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On remand from the Supreme Court in light of GE Energy Power Conversion France SAS v. Outokumpu Stainless USA, LLC, 140 S. Ct. 1637 (2020), the Ninth Circuit affirmed the district court's order denying defendant's motions to compel arbitration and to grant a stay pending arbitration.Rather than apply the law of India, the panel applied federal common law to the issue of whether defendant, a non-signatory to the partnership deed containing an arbitration provision, could compel plaintiffs to arbitrate. The panel applied Letizia v. Prudential Bache Securities, Inc., 802 F.2d 1185 (9th Cir. 1986), which remains good law, and concluded that federal law applied because the case involved federal claims and turned on the court's federal question jurisdiction. The panel held that equitable estoppel precludes a party from claiming the benefits of a contract while simultaneously attempting to avoid the burdens that contract imposes. In this case, the district court did not abuse its discretion in rejecting SS Mumbai's argument that SS Bangalore should be equitably estopped from avoiding arbitration. View "Setty v. Shrinivas Sugandhalaya LLP" on Justia Law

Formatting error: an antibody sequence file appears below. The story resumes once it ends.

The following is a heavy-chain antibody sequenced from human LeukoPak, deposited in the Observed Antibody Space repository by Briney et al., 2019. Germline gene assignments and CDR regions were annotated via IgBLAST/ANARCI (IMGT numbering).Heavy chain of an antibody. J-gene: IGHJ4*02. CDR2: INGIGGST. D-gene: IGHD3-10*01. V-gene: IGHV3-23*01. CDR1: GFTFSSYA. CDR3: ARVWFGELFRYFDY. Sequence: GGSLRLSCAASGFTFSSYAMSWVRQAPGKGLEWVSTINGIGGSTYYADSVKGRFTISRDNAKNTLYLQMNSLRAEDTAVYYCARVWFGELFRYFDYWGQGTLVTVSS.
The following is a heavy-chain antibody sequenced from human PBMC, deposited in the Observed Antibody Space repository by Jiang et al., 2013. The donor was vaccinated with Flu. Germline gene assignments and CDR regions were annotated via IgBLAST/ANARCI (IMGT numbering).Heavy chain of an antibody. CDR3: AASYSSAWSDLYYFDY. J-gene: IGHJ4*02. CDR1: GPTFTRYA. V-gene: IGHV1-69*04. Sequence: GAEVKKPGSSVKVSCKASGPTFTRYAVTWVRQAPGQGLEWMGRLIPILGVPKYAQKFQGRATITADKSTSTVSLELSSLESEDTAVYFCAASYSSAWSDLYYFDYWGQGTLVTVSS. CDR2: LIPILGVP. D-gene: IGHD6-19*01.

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The Ninth Circuit held that plaintiff does not create appellate jurisdiction by voluntarily dismissing his claims with prejudice after being forced to arbitrate them. The panel dismissed plaintiff's appeal of the district court's denial of his motions to compel arbitration and reconsideration, and from his own voluntary dismissal. The panel concluded that it lacked jurisdiction over plaintiff's putative class action. In doing so, the panel held that Omstead v. Dell, Inc., 594 F.3d 1081 (9th Cir. 2010), which held that a plaintiff can avoid arbitration and manufacture appellate jurisdiction simply by voluntarily dismissing his claims with prejudice, has been effectively overruled by the Supreme Court's decision in Microsoft Corp. v. Baker, 137 S. Ct. 1702 (2017). View "Langere v. Verizon Wireless Services, LLC" on Justia Law